At the grand portal he paused for a beat to acknowledge the Swiss Guard sentry who stood smartly to attention as he approached. Inside, he walked decorously through the atrium towards the central door, one of five leading into the magnificent Basilica itself. Despite having been a permanent resident of the Vatican for many years, he still marvelled at the opulence of its treasures and rich religious history. Giacoma passed through the door decorated with fifteenth century bronze panels by Filarete and made his way towards the aisle leading into the right arcade. Its vast emptiness gave the impression to many that the Basilica was a cold place – but no one could deny the imperious beauty and majesty its architecture. Built over the ancient tomb of St. Peter, the magnificent edifice was home to countless works of art by great artists such as Raphael, Della Porta and Michelangelo. The indescribable beauty of the religious frescoes and the statues’ intricate, ornate detailing made the heart of the Vatican one of the greatest treasure chambers in the modern world.

Cardinal Giacoma scurried down the aisle, passing the magnificent Chapel of the Confession and the statue of Pius VI where day and night, ninety-five lamps burn before the tall “Baldachinno” marking the burial site of St. Peter the Apostle. He came to a sudden halt outside the entrance to the Chapel of the Sacrament. Inside, the elderly Cardinal Alphonso peered up from his meditation as he heard the steps on the stone floor come to an abrupt stop outside and the two men’s eyes met through the Baroque iron grille wrought on the gates by Borromini centuries before. Without uttering a sound, Cardinal Alphonso nodded his head in acknowledgement, then closed his eyes to pray. As the sign at the gate proclaimed, the Chapel of the Sacrament was “only for those who wish to pray” – an edict reverently observed by who enter at all times. Cardinal Giacoma was no exception and he lowered his head in deference to the more senior Cardinal and continued on his way, striding down the aisle towards the Sistine Chapel on his way to the Sala Regia.

Cardinal Camerlengo Fiore was already waiting in the Sala Regia, an antechamber next door to the Sistine Chapel that houses the papal throne. Solemn singing could be heard in the background as the conclave in the Cappella Paolina next door recited the mass entitled De Spiritu Santo. Cardinal Fiore was the second most powerful cleric in the Vatican. In his trusted and coveted role, he bore that additional title of “Camerlengo” because he was the Pope’s Chamberlain, the papal official responsible for all the church’s administrative and fiscal matters. In the event that the Pope died it was he who would temporarily assume the mantle of control until an elected successor was crowned. Cardinal Fiore was forty-five years of age and a tall man with jet-black hair crowned by the distinctive red biretta. Dressed in the same scarlet robes as Cardinal Giacoma and Alphonso, he was an imposing and commanding presence.

The door to the Sala Regia swung open and Cardinal Giacoma entered. Without turning around, Fiore continued to hum in time with the harmonic singing next door while examining a fresco by Giorgio Vasari. The scene depicted a momentous turning point in the life of the Roman Catholic Church; one which unknown to him, would pale into insignificance compared with the events that were about to unfold.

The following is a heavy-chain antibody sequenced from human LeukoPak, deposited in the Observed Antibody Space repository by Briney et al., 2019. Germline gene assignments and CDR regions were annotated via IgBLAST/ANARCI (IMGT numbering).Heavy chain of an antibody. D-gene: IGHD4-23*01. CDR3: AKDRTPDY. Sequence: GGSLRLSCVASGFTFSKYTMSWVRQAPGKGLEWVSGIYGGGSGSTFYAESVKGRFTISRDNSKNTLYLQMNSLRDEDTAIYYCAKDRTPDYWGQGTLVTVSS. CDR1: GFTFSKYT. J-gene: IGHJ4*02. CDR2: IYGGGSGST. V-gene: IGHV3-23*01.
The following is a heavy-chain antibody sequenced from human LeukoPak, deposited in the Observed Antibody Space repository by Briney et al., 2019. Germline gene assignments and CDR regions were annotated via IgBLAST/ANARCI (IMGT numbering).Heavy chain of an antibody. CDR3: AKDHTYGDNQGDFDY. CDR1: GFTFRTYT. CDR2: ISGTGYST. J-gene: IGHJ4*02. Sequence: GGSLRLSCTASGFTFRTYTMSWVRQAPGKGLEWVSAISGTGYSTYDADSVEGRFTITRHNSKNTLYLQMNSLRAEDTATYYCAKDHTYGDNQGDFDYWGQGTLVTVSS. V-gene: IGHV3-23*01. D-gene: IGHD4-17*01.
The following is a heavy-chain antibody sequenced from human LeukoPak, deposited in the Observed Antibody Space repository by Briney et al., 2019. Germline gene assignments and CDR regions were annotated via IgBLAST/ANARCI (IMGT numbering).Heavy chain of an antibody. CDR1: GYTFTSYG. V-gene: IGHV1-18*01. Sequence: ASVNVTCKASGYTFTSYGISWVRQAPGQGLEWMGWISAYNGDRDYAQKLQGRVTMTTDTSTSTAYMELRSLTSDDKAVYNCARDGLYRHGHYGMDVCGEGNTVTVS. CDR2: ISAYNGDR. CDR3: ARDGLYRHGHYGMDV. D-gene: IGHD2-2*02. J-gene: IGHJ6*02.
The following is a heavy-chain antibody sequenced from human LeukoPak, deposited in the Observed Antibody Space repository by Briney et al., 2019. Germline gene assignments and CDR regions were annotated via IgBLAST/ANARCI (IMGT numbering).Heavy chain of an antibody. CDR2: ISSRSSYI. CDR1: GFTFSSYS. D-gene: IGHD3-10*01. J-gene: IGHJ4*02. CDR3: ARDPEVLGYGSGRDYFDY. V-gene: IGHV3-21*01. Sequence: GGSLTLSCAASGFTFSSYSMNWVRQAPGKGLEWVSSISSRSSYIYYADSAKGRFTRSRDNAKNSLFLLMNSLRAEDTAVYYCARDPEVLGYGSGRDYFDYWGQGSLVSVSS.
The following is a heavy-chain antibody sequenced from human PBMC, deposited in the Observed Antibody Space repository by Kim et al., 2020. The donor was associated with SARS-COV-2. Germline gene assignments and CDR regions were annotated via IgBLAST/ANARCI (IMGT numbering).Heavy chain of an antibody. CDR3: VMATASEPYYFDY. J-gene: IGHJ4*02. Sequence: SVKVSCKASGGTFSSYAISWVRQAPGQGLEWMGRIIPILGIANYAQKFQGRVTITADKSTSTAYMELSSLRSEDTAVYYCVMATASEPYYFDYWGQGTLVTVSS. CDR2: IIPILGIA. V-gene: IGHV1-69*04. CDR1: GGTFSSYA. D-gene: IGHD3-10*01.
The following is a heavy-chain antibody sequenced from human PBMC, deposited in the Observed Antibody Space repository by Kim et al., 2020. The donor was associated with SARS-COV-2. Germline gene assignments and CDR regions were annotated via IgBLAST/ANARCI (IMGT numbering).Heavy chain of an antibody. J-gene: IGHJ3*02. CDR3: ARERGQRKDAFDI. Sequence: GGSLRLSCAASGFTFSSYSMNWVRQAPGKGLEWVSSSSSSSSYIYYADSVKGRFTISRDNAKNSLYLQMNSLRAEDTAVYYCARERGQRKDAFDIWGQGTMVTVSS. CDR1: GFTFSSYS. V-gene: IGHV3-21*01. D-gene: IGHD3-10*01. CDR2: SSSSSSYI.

The door opened again and closed behind Cardinal Alphonso as he followed Giacoma across the centre of the broad room to where Cardinal Fiore was standing. At seventy-three, Alphonso was the oldest amongst them and the only one to have been a Cardinal at the time the original episode of crisis had first been debated over thirty-five years ago. Age had caught up with the hunched, silver-haired priest and with the help of a cane he approached in a lop-sided shuffle. Appearances, in his case, were deceptive – his intellectual prowess and ability to dispense even-handed wisdom had gained a substantial following amongst his fellow priests who had learnt the sagacity of his ways. Contrary to the impression he gave of a stumbling old man, his mental faculties were as sharp as the day he first took up the cloth.

Fiore turned around and welcomed his fellow priests.

“What’s so important that we have to convene so urgently, Brother Giacoma?” he asked, slightly put out by the disturbance to his official duties.

“Will His Holiness be in attendance?” he replied, looking slightly flushed.

“I will meet with His Holiness once I’ve determined the nature of the emergency,” said Fiore sternly, fixing his steely gaze on Giacoma.

This is outside what’s been agreed, thought Giacoma ruefully. He had anticipated a direct meeting with the Supreme Pontiff, Pope Paul XII.

“His Holiness should be party to the news immediately,” he hissed abrasively, flustered by the unannounced change of plan. “This is important − I need an audience now,” he continued sharply.

Cardinal Fiore, the Chamberlain for the Pope, raised a reassuring palm to Giacoma.

“Calm yourself, Cardinal Giacoma, your concern is understood, but I’ll be the judge of what’s relevant to the official office of His Holiness.”